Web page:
Page images
PDF

Of all the glad New Year, mother, the maddest, mer

riest day, For I’m to be Queen o' the May, mother, I'm to be

Queen o' the May.

line;

There's many a black, black eye, they say, but none

so bright as mine; There's Margaret and Mary, there 's Kate and CaroBut none so fair as little Alice, in all the land, they

say, So I'm to be Queen o' the May, mother, I’m to be

Queen o' the May.

I sleep so sound all night, mother, that I shall never

wake, If ye do not call me loud when the day begins to

break; For I must gather knots of flowers and buds, and gar

lands gay; For I'm to be Queen o' the May, mother, I’m to be

Queen o' the May.

As I came up the valley, whom think ye I should see But Robin, leaning on the bridge, beneath the hazle

tree? He thought of that sharp look, mother, I gave him

yesterday, But I'm to be Queen o' the May, mother, I'm to be

Queen o' the May.

He thought I was a ghost, mother, for I was all in

white, And I ran by him without speaking, like a flash o'

light.

152

THE MAY QUEEN.

They call me cruel-hearted, but I care not what they

say, For I'm to be Queen o’ the May, mother, I’m to be

Queen o' the May.

They say he's dying all for love, — but that can

never be; They say his heart is breaking, mother, — but what is

that to me? There's many a bolder lad 'll woo me any summer

day,— And I'm to be Queen o' the May, mother, I'm to be

Queen o’the May.

Little Elie shall go with me to-morrow to the green, And you 'll be there too, mother, to see me made the

Queen; For the shepherd lads on every side 'll come from

far away, And I'm to be Queen o’ the May, mother, I'm to be

Queen o' the May.

The honeysuckle round the porch has woven its wavy

bowers, And by the meadow-trenches blow the faint, sweet

cuckoo-flowers, And the wild marsh-marigold shines like fire in swamps

and hollows gray, And I'm to be Queen o' the May, mother, I'm to be

Queen o' the May,

The night-winds come and go, mother, upon the

meadow-grass, And the happy stars above them seem to brighten as

they pass;

There will not be a drop o' rain the whole of the live

long day, And I'm to be Queen o'the May, mother, I'm to be

Queen o' the May.

hill,

All the valley, mother, 'll be fresh and green and

still, And the cowslip and the crowfoot are over all the And the rivulet in the flowery dale 'll merrily glance

and play, For I’m to be Queen o' the May, mother, I'm to be

Queen o’the May.

So you must wake and call me early, call me early,

mother dear, To-morrow 'll be the happiest time of all the blithe

New Year; To-morrow 'll be of all the year the maddest, mer.

riest day, For I'm to be Queen o' the May, mother, I'm to be

Queen o' the May.

NEW YEAR'S EVE. Tennyson.

If you 're waking, call me early, call me early, mother

dear, For I would see the sun rise upon the glad New Year; It is the last New Year that I shall ever see, Then ye may lay me low in the mould, and think no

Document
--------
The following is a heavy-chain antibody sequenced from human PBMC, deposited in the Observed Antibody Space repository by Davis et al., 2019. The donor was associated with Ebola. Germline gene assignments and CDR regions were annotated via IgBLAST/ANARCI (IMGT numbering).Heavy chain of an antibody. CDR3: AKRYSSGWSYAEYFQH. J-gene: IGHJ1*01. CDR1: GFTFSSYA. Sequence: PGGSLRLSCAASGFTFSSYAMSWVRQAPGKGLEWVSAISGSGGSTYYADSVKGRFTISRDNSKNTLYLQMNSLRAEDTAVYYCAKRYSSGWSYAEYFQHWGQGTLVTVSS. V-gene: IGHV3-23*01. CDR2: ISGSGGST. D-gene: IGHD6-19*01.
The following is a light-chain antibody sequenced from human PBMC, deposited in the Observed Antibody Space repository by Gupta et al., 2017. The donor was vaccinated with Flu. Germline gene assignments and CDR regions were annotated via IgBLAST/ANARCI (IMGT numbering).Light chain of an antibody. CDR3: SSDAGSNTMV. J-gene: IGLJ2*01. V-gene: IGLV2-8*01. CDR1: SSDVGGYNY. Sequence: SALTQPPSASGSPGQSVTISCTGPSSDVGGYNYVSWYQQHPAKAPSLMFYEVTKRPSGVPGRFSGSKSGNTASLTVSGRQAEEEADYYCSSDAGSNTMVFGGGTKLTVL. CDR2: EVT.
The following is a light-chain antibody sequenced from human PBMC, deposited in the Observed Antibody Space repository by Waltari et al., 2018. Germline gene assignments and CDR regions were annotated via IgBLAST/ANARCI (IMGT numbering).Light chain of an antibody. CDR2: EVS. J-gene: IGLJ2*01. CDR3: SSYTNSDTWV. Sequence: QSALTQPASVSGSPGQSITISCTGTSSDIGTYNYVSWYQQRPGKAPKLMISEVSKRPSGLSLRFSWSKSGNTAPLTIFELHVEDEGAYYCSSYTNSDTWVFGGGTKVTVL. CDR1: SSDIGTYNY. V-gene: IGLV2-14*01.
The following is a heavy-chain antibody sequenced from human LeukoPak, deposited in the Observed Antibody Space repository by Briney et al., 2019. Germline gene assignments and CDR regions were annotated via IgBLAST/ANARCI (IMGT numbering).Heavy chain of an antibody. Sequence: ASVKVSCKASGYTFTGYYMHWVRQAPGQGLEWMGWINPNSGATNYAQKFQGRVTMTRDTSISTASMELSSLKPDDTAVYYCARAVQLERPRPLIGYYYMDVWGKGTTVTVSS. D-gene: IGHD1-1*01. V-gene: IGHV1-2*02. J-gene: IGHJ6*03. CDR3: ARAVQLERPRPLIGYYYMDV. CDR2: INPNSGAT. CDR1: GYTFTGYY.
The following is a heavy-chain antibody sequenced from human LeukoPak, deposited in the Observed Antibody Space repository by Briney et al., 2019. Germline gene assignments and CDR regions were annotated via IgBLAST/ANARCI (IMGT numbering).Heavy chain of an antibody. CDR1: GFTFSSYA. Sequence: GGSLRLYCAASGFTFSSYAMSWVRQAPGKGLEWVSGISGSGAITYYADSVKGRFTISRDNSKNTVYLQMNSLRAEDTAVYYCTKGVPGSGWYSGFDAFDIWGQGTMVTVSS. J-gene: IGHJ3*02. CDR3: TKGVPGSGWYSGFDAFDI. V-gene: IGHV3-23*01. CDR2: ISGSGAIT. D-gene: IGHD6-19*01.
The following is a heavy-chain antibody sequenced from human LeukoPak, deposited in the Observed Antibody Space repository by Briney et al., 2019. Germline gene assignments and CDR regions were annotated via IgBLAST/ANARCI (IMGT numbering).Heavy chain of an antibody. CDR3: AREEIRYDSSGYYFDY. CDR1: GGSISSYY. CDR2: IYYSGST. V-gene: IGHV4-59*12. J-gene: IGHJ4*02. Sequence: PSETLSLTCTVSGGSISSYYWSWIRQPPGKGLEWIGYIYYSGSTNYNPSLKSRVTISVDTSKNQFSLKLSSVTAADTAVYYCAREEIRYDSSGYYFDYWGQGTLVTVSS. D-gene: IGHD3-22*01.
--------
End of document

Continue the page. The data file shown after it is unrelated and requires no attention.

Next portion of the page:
more o' me

To-night I saw the sun set; he set and left behind The good old year, the dear old time, and all my peace

of mind;

154

NEW YEAR'S EVE.

And the New Year's coming up, mother, but I shall

never see The May upon the blackthorn, the leaf upon the tree. Last May we made a crown of flowers; we had a

merry day! Beneath the hawthorn on the green they made me

Queen o' May; And we danced about the May-pole, and in the hazle.

copse, Till Charles's-wain* came out above the tall, white

chimney-tops. There's not a flower on all the hills; the frost is on

the pane; I only wish to live till the snowdrops come again; I wish the snow would melt, and the sun come out on

high ; I long to see a flower so, before the day I die.

The building rook 'll caw from the windy, tall elm

tree, And the tufted plover pipe along the fallow lea; And the swallow 'll come back again with summer

o'er the wave, But I shall lie alone, mother, within the mouldering

grave.

Upon the chancel-casement and upon that grave o'

mine, In the early, early morning, the summer sun 'll shine, Before the red cock crows from the farm upon the hill, When you are warm-asleep, mother, and all the world

is still.

* A constellation in the heavens.

When the flowers come again, mother, beneath the

waving light, Ye'll never see ine more in the long, gray fields at

night; When from the dry dark wold the summer airs blow

cool On the oat-grass and the sword-grass and the bulrush

in the pool.

Ye'll bury me, my mother, just beneath the hawthorn

shade, And ye 'll come sometimes and see me where I am

lowly laid ; I shall not forget you, mother, I shall hear you when

you pass, With your feet above my head, in the long and pleas

ant grass.

I have been wild and wayward, but ye 'll forgive me

now; Ye 'll kiss me, my own mother, upon my cheek and

brow; Nay, — nay,- ye must not weep, nor let your grief

be wild, Ye shall not fret for me, mother, ye have another child.

If I can I'll come again, mother, from out my resting

place; Though ye 'll not see me, mother, I shall look upon

your face; Though I cannot speak a word, I shall hearken what

ye say, And be often and often with you, when ye think I'm

far away.

« PreviousContinue »